No European Initiative, Little U.S. Activity on Mideast, Israeli Source Says

A senior government source said here today that there was no new European initiative in the offing on the Middle East and that American diplomatic activity in the region was less than had been anticipated during President Nixon’s recent “Middle East Month” when he met in Washington with Premier Golda Meir, King Hussein of Jordan and Hafez Ismail, Egyptian President Anwar Sadat’s personal envoy.

The source reiterated the view expressed by some observers here earlier this week that there was no substance to reports that Britain was pressing for a European initiative in the Middle East and had sought the cooperation of West Germany in that endeavor. According to the source, many European and other diplomats were beginning to realize that the kind of peace settlement envisioned by Egypt did not even approximate the normal definition of the term.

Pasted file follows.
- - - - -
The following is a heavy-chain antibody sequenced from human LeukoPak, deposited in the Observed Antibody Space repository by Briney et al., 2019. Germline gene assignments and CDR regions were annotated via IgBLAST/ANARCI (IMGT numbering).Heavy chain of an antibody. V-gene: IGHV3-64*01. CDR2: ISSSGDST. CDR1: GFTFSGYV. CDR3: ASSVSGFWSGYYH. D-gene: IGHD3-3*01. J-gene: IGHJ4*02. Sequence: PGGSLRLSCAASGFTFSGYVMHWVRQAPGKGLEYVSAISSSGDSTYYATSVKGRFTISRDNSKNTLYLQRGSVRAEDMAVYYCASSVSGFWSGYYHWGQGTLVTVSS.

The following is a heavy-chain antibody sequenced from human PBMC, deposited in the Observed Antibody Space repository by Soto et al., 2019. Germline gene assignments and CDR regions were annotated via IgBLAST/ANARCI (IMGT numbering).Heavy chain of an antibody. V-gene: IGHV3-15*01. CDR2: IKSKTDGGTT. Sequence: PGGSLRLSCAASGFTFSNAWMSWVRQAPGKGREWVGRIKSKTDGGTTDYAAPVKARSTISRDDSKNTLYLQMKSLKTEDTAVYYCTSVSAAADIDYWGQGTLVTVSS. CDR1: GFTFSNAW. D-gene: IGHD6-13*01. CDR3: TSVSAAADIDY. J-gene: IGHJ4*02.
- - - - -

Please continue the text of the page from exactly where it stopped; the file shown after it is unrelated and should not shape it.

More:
“They want 100 percent of the territories but do not offer anywhere near 100 percent of peace,” the source said, referring to Cairo. He said Israel would not insist on exchanging ambassadors with Egypt as part of a peace settlement but would demand some of the basic components that comprise normal relations between nations. The source said that Israel would treat Sadat’s recent war threats ambivalently. He said that while the Army must take them seriously, politicians and diplomats here could afford to recall the past three years of unfulfilled threats by the Egyptian President.

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